Asynchronous and parallel patterns in F # (3

Source: Internet
Author: User
Tags message queue net thread thread

The 1th part describes how F #, as a parallel and asynchronous language, supports lightweight response operations and gives two modes of CPU asynchronous parallel and I/O asynchronous parallelism.

Part 2nd describes how to obtain results from either an asynchronous calculation or a background calculated cell.

Mode 4: Your first agent

Let's observe the first asynchronous agent you create:

type Agent<'T> = MailboxProcessor<'T>

let agent =
   Agent.Start(fun inbox ->
    async { while true do
         let! msg = inbox.Receive()
         printfn "got message '%s'" msg } )

The agent constantly waits for messages asynchronously and prints them out. In this code, each message is a string, and the type of the agent is:

Agent. Post "Hello!"

This will print out:

Got message ' hello! '

You can also send more than one message:

for i in 1 .. 10000 do
   agent.Post (sprintf "message %d" i)

This allows you to print out 10,000 messages.

You can assume that each proxy object contains a message queue (or pipeline) and responds when the message arrives. A delegate typically uses asynchronous loops to wait for messages and process them. As in the example above, the agent uses a while loop for processing.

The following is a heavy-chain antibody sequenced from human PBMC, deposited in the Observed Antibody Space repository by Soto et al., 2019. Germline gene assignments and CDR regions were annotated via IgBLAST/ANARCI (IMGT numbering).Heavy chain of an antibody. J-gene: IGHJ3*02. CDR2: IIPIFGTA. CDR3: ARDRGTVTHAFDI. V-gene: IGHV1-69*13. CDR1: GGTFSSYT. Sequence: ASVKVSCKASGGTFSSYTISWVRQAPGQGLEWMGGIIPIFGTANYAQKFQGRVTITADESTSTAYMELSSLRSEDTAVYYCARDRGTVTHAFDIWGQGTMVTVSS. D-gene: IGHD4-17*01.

Many readers may already be familiar with the agency. Like Erlang, it is based on proxy design (where it is called a process). And not long ago, one was based. NET platform of experimental hatching language, Axum, also pay attention to the importance of agent-based programming. Axum interacts with Agent design in F #, while other languages that contain lightweight threads also emphasize agent-based composition and design.

The example above creates a type abbreviation: Agent, which represents the memory based proxy type "MailboxProcessor" in the F # class library. You can also use this full name if you like, but I prefer the simple naming.

Your first batch of 100,000 agents

The proxy object is very lightweight because it is based on the asynchronous programming model of F #. For example, you can be in one. NET process to create hundreds or even more agents. For example, let's create 100,000 simple proxy objects:

let agents =
   [ for i in 0 .. 100000 ->
     Agent.Start(fun inbox ->
      async { while true do
           let! msg = inbox.Receive()
           if i % 10000 = 0 then
             printfn "agent %d got message '%s'" i msg } ) ]

You can send messages to each proxy object this way:

for agent in agents do
   agent.Post "ping!

Each 10,000th proxy object prints information when it receives a message. This proxy collection is very fast when processing messages, just a few seconds. Agent and in-memory messages are handled very quickly.

Obviously, the agent is not with. NET threads--you cannot create 100,000 of threads in a single application (32-bit OS, even 1000 threads are too many). Instead, when the broker waits for the message, it actually behaves as a callback function, some object allocations, and the closures referenced by the broker, and so on. After the message is received, the agent's work is in a thread pool (by default.) NET thread pool) and executes it.

Although it is rare to have 100,000 agents, more than 2000 agents are normal. Then we will see some examples.

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